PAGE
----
People have a tendency of saying that the Spy Who Loved Me is one of the best Bonds out there. It seems anyone that thinks of Moore as the top Bond will enjoy this film a lot more than the others. However, as someone who has been going through a 007 marathon and finds himself comparing the films together, I couldn’t escape the feeling that The Spy Who Loved Me marked the moment that Bond became… for want of a better word… routine. While I cannot say I didn’t enjoy the movie, it never felt like it was trying to do anything new. It took your bog standard evil mastermind plot, threw in a seductive Bond girl and just let those elements take the logical course. Take the big villain in this one, for instance. Curd Jurgens is the kind of actor who it would have been stupid not to cast. He is famous for portraying nasty people, with his upper class snarl and cold eyes. I cannot say he does a bad job here, because that is far from the truth. It is just that Karl Stromberg feels like Villain 101. He has a luxurious lair in a peculiar hiding place, he is surrounded by beautiful woman and tropical fish (“ooh, people liked the sharks, let’s do sharks again” – Bond producers), and is quickly established as merciless by executing three people in his first scene. However, I never really got the sense that he was any different from any other bad guy we have seen. Jurgens may have been good, but, in all honesty, anyone could have really taken the role and it wouldn’t have been any different. Maybe it is a poor script, Stromberg is kept in the background far longer than any Bond villain in a while now. Perhaps it is more to do with the fact that Jurgens is following three of the best villains in the franchise, Blofeld, Kanaga and Scaramanga.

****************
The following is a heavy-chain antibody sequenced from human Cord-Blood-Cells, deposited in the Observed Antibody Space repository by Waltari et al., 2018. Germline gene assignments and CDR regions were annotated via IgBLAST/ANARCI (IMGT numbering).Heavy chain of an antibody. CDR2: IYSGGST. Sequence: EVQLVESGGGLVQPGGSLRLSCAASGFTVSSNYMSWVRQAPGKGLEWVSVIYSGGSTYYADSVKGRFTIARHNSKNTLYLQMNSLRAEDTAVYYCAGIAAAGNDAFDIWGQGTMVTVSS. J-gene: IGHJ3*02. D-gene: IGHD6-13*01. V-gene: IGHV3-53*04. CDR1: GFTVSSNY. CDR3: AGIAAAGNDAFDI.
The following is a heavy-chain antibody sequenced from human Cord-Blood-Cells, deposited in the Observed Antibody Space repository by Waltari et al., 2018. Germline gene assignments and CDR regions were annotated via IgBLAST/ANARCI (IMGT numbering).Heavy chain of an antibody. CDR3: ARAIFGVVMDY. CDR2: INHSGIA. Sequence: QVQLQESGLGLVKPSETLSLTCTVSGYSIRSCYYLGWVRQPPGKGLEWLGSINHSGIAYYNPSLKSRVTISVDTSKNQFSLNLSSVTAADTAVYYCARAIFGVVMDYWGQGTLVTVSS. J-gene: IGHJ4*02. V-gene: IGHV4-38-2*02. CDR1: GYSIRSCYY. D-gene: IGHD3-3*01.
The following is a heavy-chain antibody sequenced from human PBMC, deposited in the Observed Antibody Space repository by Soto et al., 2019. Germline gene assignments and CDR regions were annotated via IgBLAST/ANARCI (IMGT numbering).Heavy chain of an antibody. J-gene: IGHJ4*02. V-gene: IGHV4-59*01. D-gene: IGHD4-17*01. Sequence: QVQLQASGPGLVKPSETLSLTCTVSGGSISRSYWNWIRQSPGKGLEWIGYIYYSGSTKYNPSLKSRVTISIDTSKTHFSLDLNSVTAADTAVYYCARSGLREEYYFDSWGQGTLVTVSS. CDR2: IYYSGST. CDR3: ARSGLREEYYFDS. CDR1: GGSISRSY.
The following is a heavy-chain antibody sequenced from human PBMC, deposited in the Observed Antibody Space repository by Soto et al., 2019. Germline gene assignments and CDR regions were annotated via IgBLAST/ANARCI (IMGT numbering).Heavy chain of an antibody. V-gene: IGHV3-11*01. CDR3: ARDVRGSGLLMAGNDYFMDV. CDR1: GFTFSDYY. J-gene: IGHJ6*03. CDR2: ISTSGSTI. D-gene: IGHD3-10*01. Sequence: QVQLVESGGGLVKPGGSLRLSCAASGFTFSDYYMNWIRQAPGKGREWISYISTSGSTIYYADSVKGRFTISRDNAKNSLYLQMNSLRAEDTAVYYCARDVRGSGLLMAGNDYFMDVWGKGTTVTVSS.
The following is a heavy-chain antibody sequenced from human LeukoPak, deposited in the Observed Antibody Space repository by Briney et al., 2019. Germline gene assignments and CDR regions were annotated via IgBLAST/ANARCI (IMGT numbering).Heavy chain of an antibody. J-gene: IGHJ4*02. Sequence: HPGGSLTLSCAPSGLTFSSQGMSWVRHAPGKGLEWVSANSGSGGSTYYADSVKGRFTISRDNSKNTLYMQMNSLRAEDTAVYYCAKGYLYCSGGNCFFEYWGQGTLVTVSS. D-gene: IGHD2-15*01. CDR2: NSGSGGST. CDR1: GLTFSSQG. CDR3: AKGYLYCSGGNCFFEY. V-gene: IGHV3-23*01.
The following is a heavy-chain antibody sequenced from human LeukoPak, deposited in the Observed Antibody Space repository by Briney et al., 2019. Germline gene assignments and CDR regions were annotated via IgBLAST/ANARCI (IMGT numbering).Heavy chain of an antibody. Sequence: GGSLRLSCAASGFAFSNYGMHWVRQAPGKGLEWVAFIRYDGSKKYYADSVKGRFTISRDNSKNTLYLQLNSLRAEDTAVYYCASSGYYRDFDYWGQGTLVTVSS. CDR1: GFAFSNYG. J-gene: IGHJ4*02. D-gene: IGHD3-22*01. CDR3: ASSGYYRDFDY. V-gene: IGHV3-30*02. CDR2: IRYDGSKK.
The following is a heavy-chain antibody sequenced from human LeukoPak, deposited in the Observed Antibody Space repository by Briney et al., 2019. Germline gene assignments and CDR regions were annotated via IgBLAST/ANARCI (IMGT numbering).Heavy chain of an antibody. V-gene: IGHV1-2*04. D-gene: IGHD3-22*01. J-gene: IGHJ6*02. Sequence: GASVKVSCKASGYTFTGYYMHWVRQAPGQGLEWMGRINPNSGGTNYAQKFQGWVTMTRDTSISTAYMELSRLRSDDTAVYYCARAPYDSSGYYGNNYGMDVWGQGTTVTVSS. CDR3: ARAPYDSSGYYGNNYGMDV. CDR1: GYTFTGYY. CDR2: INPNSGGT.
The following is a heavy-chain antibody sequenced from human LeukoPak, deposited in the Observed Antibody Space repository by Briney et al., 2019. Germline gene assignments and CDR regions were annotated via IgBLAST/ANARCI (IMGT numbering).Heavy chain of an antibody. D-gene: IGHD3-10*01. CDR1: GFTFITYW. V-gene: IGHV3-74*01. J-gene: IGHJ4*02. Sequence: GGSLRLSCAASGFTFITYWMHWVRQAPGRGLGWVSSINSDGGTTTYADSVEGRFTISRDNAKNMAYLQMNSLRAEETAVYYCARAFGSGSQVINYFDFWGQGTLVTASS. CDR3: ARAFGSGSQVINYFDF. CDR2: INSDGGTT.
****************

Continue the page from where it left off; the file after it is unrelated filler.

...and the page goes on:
The key thing that sets The Spy Who Loved Me apart from the rest is the interesting concept of the Bond girl. Anya Amasova is an agent forced to work with James, but eventually it becomes clear that he is the man responsible for putting a bullet in her boyfriend. The second half of the movie sees her confront him about this and the two of them come to loggerheads. She has to use him to finish the mission, under the orders of General Gogol (a new, recurring feature to the franchise), but really she just wants to put a bullet in his back. I found that fascinating, as it totally turned the idea of the simpering Bond girl on its head. However, of course, it totally didn’t. By the end of the movie, Bond still gets the girl for reasons that aren’t really made clear. It is as if the writers never really knew what to do with the storyline, so just swept it under the rug. I guess it is part of a male fantasy that they can seduce even the women who hate them. I thought it would have been a far better ending if Bond was forced to kill her, after the bad guy had been defeated. It would have been dramatic and, for the 70s, unpredictable. However, that would of course mean that Bond didn’t end up having sex with anyone, so the writers went with the usual ending. I don’t even feel the need to add a spoiler warning here, as no one was ever really surprised at this. Speaking of spoilers, something I also noticed about the movie was that the opening credits sequence (digression: one of the best Bond songs), features 007 being attacked by women holding gun, yet somehow seducing them. Constantly. Apparently even the director was happy spoiling the ending of this movie, right from the start.